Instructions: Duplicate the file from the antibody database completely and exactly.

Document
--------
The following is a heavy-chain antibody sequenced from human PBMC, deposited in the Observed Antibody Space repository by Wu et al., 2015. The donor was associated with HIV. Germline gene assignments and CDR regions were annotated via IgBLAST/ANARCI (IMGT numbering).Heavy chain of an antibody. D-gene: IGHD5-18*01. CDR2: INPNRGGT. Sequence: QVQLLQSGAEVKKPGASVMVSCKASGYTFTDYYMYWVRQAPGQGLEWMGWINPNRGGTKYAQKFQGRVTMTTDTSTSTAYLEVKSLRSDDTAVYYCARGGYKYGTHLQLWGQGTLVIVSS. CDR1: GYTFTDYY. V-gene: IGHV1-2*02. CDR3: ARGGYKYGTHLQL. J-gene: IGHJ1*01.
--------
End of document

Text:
The following is a heavy-chain antibody sequenced from human PBMC, deposited in the Observed Antibody Space repository by Wu et al., 2015. The donor was associated with HIV. Germline gene assignments and CDR regions were annotated via IgBLAST/ANARCI (IMGT numbering).Heavy chain of an antibody. D-gene: IGHD5-18*01. CDR2: INPNRGGT. Sequence: QVQLLQSGAEVKKPGASVMVSCKASGYTFTDYYMYWVRQAPGQGLEWMGWINPNRGGTKYAQKFQGRVTMTTDTSTSTAYLEVKSLRSDDTAVYYCARGGYKYGTHLQLWGQGTLVIVSS. CDR1: GYTFTDYY. V-gene: IGHV1-2*02. CDR3: ARGGYKYGTHLQL. J-gene: IGHJ1*01.